A major problem with the Bmw E34 and BMW E32 is the heating
How I think the Heating System works
Please be warned that I don't know
exactly how this system works but as there is no
other information available I would like to provide my best
opinion as it may help others troubleshoot the system. There
is some doubt in my mind as to whether Bentley's electrical
diagrams document the standard system , or possibly an optional
full climate control system. The following applies to the
standard system which automatically regulates heat only.
Refer to Bentley if you have one, pages 131-EWD to 133-EWD.
The E34 (non-climate control) heater system consists of
a) Solenoid valves and auxiliary water pump at the
left-rear of the engine bay.
Referenced respectively on EWD-131 at the upper-right, and
EWD-133 at the lower-right. See my "Brake Fluid"
procedure for a photo.
b) Heater cores (little radiators) with temperature
sensors (installed behind the dashboard) one each for the
left and right sides of the cabin. Referenced on EWD-131
at the lower-right.
c) The HVAC blower and speed control sub-system, referenced
on EWD-132 at the top.
d) Control Panel, see the bottom of EWD-131 and 132.
e) Two stepper motors controlling fresh air and recirculation
flaps, see the bottom of EWD-131 and 132. There may
be more if the Bentley diagram is in error.
f) Integrated Climate Regulation Control Module, referenced
on EWD-131 and 133.
The engine coolant flow is typically minimal during the warm-up
phase, flowing just enough to ensure the thermostat is always
wetted with freshly heated coolant. To provide rapid
cabin heating on startup, coolant for the heater cores is
drawn from the cylinder head as it is the first area to get
hot. As there is very little pressure drop between the
supply and return points at idle, an auxillary electric pump
provides additional pressure to ensure adequate coolant flow
through the cores.The two electric solenoid valves control
flow to the left and right cores. The valve are either
fully "on" or fully "off" and are therefore
operated in PWM (pulse width modulation) mode, where they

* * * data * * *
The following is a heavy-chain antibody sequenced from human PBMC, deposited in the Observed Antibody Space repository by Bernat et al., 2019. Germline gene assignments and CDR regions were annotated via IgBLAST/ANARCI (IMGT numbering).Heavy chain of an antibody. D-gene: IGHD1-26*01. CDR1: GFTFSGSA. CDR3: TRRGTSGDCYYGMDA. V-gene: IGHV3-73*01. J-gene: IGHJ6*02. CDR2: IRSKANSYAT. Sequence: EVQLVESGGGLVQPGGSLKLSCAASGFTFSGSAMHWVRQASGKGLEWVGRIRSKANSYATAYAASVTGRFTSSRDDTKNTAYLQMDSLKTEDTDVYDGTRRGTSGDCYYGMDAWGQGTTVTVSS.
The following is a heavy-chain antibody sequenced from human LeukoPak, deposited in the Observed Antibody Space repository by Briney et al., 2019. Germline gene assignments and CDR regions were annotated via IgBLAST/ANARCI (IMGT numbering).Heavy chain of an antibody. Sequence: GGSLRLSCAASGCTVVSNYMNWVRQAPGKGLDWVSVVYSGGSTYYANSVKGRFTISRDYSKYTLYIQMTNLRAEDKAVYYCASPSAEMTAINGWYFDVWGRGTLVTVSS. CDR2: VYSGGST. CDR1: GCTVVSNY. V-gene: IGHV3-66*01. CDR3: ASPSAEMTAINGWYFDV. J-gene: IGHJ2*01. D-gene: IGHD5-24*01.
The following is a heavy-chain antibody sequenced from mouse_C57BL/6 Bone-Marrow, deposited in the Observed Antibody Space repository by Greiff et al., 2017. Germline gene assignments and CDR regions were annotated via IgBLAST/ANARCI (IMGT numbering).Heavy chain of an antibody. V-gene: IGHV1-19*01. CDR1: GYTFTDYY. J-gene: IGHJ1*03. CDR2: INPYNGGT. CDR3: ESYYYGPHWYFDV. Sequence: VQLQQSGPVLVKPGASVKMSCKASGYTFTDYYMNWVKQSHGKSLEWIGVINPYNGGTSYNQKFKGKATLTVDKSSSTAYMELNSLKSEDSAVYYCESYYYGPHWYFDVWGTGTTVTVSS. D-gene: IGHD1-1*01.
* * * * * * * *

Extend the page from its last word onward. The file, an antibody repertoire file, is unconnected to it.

are switched on and off at some fixed frequency, during which
the "on" time is set between 0 and 100% of the total
cycle time to provide the desired average flow. (Fuel
injectors work in a similar way) They should click audibly
and continuously during operation. It has been brought
to my attention that the valves are open when de-energized
therefore the duty cycle actually would be the "off"
duration. Also when the heater controls are "off"
there should be a continuous 12V present at the coils. If
you disconnect the coil(s) you should get full coolant flow
through the cores.The "squirrel cage" HVAC system
fan has four speeds. The method of providing a voltage
(or power) drop to obtain the lower speeds is typically a
set of resistors placed in the air flow path for cooling.
Bentley shows this at the top of EWD-132 but I am unsure if
this is actually correct for the later E34's. Not having
verified this myself, I was under the impression that the
later cars used a more advanced and costly "sword"
or "final stage unit" consisting of various transistors
and resistors. Bentley show this design on page EWD-122
for the earlier E34's. I would appreciate an email from
someone who knows which system applies to the '94-95 530i.
Neither system is noted for reliability, however.
The left and right knobs on the panel appear to be calibrated
in degrees F (US spec cars.) These are actually potentiometers
(variable resistors,) not mechanical valve actuators as in
most cars with manual controls.Aside from the obvious fan
speed control and A/C buttons, there is a small grill opening.
A continous sample of cabin air is drawn in through this grill
past a temperature sensor.Note that the driver's side temperature